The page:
U.S. Aircraft Carrier Moved From Yokosuka Port to Avoid Radiation Traces

The aircraft carrier USS George Washington was moved this week from its Japanese port to avoid a potentially costly and complex future cleanup to remove traces of radiation, the Navy’s top uniformed official said yesterday.

The carrier did not face an acute, near-term radiation threat that would have forced its departure from Yokosuka, about 175 miles (280 kilometers) south of the crippled Fukushima Dai- Ichi nuclear plant, said Chief of Naval Operations Admiral Gary Roughead.

Rather, Roughead said, he wanted to move the flattop because even residual traces of radiation on a nuclear-powered warship, while not harmful from a health standpoint, could be mistaken as a sign of a shipboard nuclear leak requiring identification and cleanup, he said.

“The fact that somebody could go aboard and detect some trace, I think, injects challenges,” he said in an interview. “When you think of an aircraft carrier that has literally thousands of miles of ventilation ducting in it, you’ve got a significant cleaning issue.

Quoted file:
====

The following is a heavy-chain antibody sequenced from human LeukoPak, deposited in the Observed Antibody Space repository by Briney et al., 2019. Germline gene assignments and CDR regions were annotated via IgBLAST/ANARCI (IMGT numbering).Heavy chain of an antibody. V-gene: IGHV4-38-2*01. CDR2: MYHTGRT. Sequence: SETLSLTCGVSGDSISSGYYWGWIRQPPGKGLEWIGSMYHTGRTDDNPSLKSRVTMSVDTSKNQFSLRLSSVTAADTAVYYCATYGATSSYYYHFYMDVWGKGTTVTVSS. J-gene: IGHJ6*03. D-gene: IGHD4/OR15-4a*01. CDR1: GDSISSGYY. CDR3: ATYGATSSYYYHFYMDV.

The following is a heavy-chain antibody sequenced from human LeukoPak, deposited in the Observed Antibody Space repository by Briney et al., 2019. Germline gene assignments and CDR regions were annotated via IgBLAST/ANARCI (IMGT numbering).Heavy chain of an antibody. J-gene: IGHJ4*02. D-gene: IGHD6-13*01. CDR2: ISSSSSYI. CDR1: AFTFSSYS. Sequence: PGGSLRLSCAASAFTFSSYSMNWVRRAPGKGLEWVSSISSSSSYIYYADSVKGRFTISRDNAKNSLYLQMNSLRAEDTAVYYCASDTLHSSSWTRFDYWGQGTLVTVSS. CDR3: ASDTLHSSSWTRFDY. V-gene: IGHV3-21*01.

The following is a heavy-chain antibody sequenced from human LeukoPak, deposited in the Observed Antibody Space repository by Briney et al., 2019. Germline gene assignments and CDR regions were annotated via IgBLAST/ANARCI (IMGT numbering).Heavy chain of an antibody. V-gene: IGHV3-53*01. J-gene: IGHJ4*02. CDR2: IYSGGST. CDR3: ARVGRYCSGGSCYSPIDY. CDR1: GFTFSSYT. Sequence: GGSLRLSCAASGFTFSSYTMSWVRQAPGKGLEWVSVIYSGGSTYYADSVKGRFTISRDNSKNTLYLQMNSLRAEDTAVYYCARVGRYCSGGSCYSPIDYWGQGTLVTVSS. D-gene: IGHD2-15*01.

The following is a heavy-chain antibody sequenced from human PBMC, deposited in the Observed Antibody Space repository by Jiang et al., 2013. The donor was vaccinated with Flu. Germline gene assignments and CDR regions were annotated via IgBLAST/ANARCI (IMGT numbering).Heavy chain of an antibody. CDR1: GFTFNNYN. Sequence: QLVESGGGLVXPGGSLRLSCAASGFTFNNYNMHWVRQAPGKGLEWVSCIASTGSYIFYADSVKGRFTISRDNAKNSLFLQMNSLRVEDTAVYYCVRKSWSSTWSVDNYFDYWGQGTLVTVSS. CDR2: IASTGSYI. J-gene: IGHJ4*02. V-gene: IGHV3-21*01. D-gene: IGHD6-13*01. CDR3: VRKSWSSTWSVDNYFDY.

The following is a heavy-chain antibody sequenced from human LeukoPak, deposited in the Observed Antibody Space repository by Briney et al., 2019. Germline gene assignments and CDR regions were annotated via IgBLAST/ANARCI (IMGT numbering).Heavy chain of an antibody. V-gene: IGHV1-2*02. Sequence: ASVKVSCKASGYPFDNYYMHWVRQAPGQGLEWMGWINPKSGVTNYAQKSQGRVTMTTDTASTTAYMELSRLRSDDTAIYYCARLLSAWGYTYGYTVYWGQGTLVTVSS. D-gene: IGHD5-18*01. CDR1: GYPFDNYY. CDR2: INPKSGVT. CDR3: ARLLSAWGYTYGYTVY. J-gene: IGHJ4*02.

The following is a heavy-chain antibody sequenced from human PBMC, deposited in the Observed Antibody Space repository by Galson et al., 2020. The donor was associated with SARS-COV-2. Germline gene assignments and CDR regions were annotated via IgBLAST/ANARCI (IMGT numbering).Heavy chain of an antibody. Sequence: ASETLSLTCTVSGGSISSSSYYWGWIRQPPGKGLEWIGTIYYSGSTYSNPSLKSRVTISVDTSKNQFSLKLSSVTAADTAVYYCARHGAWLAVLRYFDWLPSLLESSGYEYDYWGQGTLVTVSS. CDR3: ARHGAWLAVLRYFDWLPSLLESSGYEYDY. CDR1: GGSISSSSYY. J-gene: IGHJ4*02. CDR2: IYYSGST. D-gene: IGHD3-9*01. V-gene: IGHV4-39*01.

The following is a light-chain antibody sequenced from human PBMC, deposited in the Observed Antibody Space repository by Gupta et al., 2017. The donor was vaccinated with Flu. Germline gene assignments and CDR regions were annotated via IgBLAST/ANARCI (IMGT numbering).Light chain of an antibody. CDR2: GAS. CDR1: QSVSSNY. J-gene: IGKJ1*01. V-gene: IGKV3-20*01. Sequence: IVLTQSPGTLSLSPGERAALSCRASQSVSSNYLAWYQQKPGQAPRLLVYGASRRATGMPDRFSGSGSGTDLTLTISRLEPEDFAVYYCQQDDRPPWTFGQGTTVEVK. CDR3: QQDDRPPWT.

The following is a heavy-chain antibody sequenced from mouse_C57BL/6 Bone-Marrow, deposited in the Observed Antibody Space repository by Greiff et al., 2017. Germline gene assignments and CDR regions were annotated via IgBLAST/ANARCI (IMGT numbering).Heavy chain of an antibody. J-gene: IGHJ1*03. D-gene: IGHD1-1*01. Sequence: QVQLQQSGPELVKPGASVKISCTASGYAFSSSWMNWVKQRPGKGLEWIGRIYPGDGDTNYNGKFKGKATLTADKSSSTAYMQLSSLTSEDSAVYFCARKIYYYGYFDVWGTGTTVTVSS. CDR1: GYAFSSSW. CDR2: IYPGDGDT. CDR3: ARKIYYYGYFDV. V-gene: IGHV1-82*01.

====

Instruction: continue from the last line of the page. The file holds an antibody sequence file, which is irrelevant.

‘‘My view was ‘let’s just get her out,’ get her away from where she could pick up any sort of contamination so that that ship stays clean,” Roughead said.

U.S. Navy ships and helicopters have been involved in rescue efforts following the 9.0 magnitude earthquake and subsequent tsunami that hit Japan’s Tohoku region on March 11.

‘Not Health-Threatening’

The U.S. military has about 38,000 personnel ashore in Japan and an additional 11,000 afloat in the region or dispersed among 85 facilities on Honshu, Kyushu and Okinawa, according to U.S. Forces Japan.

“Radiation levels” from the crippled power plant “are not life-threatening or health-threatening -- for all Americans there -- but I watch that very closely,” Roughead said.

“I am very comfortable were we are in Japan in terms of the safety to our people and the precautions being taken,” he said.

The Japanese government has struggled to contain the ripple effects of the natural disasters that crippled the nuclear facility north of Tokyo.

Tokyo Electric Power Co. said fuel rods at the plant have been damaged, releasing five kinds of radioactive material and contaminating seawater for the first time.

To contact the reporter on this story: Tony Capaccio in Washington at acapaccio@bloomberg.net

To contact the editor responsible for this story: Mark Silva at msilva34@bloomberg.net

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